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Something’s in the Water: Pond Die-Offs

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Flickr/ Andrea Schwaim

100-degree temperatures and herbicides do not mix well for fish in stocked ponds.

In mid-September, locals in-and-around the Lake Manteno area began reporting strange sightings of fish rising up toward the surface of near-by ponds, gasping for oxygenated air.  And keep in mind that the fish endemically found in the ponds near Lake Manteno are not labyrinth fish—it’s not part of their physiology to breathe via “surface level gulping.” Red flag, anyone? It gets worse, so take a deep breath.

Flickr/ Daniella Vareeken

In just a week’s time from those initial sightings, officials had collected nearly eight-hundred pounds of suffocated, chemically-laden sashimi—I’d pass on it if I were you.

“Heated” Times to Come

What caused the fish in these stocked ponds to belly-up? According to Illinois’ Department of Natural Resources (DNR), locals began heavily using herbicides weeks prior in hopes of mitigating the excessive weed growth. I’m sure the pond looked impeccable—and completely void of life too. Couple this factoid with the documented increase in water temperatures—warmer water contains less oxygen per parts-per-million (ppm) than denser, cold water— from the shallow pond, and the result is an aquatic vacuum.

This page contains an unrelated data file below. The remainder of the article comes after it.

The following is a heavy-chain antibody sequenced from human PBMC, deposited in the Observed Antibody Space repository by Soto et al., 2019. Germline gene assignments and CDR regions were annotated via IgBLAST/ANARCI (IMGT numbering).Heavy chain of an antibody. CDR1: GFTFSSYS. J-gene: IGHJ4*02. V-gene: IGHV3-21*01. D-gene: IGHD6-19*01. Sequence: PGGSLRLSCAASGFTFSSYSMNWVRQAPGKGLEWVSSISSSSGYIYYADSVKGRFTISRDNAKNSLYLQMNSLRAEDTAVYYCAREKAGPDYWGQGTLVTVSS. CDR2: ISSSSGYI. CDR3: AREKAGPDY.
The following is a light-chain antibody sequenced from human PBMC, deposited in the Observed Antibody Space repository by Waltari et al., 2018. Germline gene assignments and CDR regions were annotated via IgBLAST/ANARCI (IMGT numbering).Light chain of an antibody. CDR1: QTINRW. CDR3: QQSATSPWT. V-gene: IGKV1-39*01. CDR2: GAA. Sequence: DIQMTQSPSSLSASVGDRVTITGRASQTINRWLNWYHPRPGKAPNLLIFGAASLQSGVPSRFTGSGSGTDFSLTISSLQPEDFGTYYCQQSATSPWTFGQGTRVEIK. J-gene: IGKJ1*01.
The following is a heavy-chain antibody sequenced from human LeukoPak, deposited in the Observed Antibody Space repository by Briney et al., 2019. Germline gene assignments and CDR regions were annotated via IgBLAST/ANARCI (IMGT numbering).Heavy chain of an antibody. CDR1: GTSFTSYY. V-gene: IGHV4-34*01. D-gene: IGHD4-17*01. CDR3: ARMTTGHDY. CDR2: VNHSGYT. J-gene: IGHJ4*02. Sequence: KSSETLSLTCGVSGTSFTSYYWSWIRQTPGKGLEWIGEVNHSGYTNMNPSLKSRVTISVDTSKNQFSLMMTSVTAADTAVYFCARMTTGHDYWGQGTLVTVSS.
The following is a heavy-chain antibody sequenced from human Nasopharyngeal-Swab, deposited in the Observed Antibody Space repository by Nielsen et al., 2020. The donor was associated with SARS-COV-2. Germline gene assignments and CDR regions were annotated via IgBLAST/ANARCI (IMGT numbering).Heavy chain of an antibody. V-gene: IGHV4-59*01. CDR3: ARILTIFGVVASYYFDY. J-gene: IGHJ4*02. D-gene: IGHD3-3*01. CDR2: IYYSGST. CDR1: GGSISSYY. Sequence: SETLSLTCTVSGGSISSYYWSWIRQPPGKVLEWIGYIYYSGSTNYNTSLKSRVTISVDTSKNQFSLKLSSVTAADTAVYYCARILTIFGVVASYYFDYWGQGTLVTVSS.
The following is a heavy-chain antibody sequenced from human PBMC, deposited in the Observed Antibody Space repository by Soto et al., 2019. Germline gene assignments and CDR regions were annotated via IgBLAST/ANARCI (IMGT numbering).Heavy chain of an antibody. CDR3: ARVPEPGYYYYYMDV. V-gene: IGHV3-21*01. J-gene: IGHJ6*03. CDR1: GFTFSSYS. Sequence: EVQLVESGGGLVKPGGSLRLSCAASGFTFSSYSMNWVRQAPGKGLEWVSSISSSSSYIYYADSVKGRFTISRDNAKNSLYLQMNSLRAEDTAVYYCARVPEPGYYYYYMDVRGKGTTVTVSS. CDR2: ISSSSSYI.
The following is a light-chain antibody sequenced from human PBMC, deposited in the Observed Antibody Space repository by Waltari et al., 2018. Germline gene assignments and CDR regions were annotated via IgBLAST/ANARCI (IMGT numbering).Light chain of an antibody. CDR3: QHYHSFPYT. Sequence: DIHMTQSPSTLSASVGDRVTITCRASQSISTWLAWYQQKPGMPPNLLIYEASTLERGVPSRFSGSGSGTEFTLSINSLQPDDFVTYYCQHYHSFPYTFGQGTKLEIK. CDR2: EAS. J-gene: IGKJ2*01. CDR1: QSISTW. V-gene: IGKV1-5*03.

While yes, small, isolated instances like this occasionally occur, and the ponds affected can potentially recover within a five year window, one can’t help but raise an eyebrow at such episodes. I mean, NOAA did confirm this year’s August was the warmest month it had ever recorded since building the database in 1880. And who’s not to say that—with continual, heavy use—larger quantities of herbicides won’t trickle their way down toward larger waterways, later concentrating in rivers and lakes.

So, aquaculturists and anglers alike, how do we keep our waterways sustainable? Would these chemical customs still remain common practice? I’ll be waiting with “bated breath.”

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Something’s in the Water: Pond Die-Offs